Book review: Haruki Murakami | Colorless Tsukuru Tazaki and his Years of Pilgrimage

I am a massive fan of Murakami’s writing. He’s penned some of the greatest novels of the last 30 years, with his output generally falling into 3 broad categories – the long, weird novels (think The Wind-up Bird Chronicle, or the incomparable 1Q84), the shorter, more ‘normal’ novels (Norwegian Wood, Sputnik Sweetheart), and the collections of short stories (which I admit I can’t get into). Murakami is definitely a master of the long version.

I’m always aware when I read Murakami I’m reading a translation from the original Japanese, but the linguistics or translation are almost never an issue. In any case, the prose and style are generally secondary to his unique imagination, and the time and space required for his tales to unfold.

But even his more ‘normal’ novels, such as this one, are based on extremely original ideas, and there’s almost always an element that jumps out unexpectedly (in this novel, it’s a dream). This is written incredibly beautifully, but is almost impossible to describe. If you’re familiar with Murakami’s work, you’ll know that you won’t see it coming, and it’s very surreal. The dream is central to what unfolds through the rest of the book.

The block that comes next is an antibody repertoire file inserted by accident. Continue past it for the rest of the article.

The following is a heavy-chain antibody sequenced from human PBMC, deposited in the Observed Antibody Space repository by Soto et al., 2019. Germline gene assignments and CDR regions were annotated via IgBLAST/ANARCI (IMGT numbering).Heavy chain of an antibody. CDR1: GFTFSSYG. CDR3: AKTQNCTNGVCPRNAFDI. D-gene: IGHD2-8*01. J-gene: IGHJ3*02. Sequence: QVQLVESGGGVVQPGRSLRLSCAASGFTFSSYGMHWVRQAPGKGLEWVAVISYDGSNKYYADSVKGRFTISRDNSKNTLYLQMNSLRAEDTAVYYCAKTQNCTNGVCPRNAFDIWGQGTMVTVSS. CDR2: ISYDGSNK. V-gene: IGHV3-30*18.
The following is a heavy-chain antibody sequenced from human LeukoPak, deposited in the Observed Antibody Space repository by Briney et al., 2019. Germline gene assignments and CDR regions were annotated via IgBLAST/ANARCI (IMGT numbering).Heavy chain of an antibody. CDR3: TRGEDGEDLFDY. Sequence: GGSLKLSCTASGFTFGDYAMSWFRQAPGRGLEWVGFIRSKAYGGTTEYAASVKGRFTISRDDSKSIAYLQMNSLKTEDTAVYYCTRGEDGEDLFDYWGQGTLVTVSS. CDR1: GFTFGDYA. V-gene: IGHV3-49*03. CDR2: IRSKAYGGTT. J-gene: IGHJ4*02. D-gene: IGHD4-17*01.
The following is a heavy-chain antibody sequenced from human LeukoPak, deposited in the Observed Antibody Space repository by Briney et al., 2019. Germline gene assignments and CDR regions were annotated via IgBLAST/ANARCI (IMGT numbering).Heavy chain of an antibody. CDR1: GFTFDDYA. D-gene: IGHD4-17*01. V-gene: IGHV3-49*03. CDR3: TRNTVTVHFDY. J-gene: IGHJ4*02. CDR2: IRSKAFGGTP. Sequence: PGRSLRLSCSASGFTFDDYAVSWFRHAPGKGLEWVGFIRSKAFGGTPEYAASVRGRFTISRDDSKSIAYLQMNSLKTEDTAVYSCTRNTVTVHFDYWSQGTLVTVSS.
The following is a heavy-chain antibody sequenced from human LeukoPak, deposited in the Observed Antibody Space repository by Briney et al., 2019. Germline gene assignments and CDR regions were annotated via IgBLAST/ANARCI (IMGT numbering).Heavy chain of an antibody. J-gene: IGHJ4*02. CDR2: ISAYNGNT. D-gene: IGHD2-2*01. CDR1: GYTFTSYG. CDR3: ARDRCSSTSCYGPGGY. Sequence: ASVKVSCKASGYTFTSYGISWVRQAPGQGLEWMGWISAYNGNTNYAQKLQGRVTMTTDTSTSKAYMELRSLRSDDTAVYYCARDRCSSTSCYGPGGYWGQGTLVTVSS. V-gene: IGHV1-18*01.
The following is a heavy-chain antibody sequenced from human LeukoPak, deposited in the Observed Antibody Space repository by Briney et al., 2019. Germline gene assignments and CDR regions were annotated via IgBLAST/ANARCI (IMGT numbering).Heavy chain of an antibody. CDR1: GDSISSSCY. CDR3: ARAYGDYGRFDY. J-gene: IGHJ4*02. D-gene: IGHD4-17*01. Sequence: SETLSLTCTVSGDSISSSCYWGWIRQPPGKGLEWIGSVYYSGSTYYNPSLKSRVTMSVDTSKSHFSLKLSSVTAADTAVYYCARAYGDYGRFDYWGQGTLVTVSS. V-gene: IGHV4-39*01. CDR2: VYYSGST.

Murakami’s 13th novel tells the story of five friends who met at high school in Nagoya. Three guys, two girls; all of the relationships are deep, but strictly platonic. Four of the five have a colour somewhere in their name. Tazaki doesn’t – he sees himself as colourless. The five are inseparable, but one day, midway through university, Tazaki receives a phone call from one of the others telling him they don’t want to see or hear from him ever again. There’s no explanation, and he is too stunned to ask for one.

What follows are his ‘years of pilgrimage’, during which he disassociates himself from the world (apart from his work) and doesn’t particularly care whether he lives or dies. As the novel unfolds, Tazaki realises that his ostracising from the group was based on false grounds. In trying to move on emotionally, he reconnects with the other four of his ex-friends and learns that they regret what they did to Tazaki, and ultimately what they did to themselves because the group subsequently drifted apart without him (like the five fingers on a hand, each finger is important).

Reconnection with the others touches on an interesting theme of the modern age – there is so much information about people can easily be found, online for example, but underneath we often know little about the people we love.

I wouldn’t say this is one of Murakami’s best, but it’s still very well worth reading. If you’re new to his work, this is a good place to start.

 

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